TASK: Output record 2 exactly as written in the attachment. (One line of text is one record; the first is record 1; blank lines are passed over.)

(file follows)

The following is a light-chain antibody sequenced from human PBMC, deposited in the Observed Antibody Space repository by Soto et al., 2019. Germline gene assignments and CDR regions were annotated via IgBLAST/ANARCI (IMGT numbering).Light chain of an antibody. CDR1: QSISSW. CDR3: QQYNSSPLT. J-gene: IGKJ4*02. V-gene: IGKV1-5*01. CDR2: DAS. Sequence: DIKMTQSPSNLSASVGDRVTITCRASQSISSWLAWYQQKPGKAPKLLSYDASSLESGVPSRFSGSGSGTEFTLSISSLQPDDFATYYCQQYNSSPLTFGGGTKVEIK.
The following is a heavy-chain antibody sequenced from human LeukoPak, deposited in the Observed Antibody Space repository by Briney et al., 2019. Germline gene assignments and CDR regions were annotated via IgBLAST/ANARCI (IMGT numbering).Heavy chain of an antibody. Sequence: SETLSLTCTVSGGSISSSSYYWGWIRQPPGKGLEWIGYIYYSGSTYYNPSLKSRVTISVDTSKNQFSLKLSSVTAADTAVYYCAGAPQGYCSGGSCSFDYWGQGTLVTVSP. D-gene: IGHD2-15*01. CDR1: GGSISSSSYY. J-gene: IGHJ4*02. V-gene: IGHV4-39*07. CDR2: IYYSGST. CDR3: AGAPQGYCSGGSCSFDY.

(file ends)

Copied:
The following is a heavy-chain antibody sequenced from human LeukoPak, deposited in the Observed Antibody Space repository by Briney et al., 2019. Germline gene assignments and CDR regions were annotated via IgBLAST/ANARCI (IMGT numbering).Heavy chain of an antibody. Sequence: SETLSLTCTVSGGSISSSSYYWGWIRQPPGKGLEWIGYIYYSGSTYYNPSLKSRVTISVDTSKNQFSLKLSSVTAADTAVYYCAGAPQGYCSGGSCSFDYWGQGTLVTVSP. D-gene: IGHD2-15*01. CDR1: GGSISSSSYY. J-gene: IGHJ4*02. V-gene: IGHV4-39*07. CDR2: IYYSGST. CDR3: AGAPQGYCSGGSCSFDY.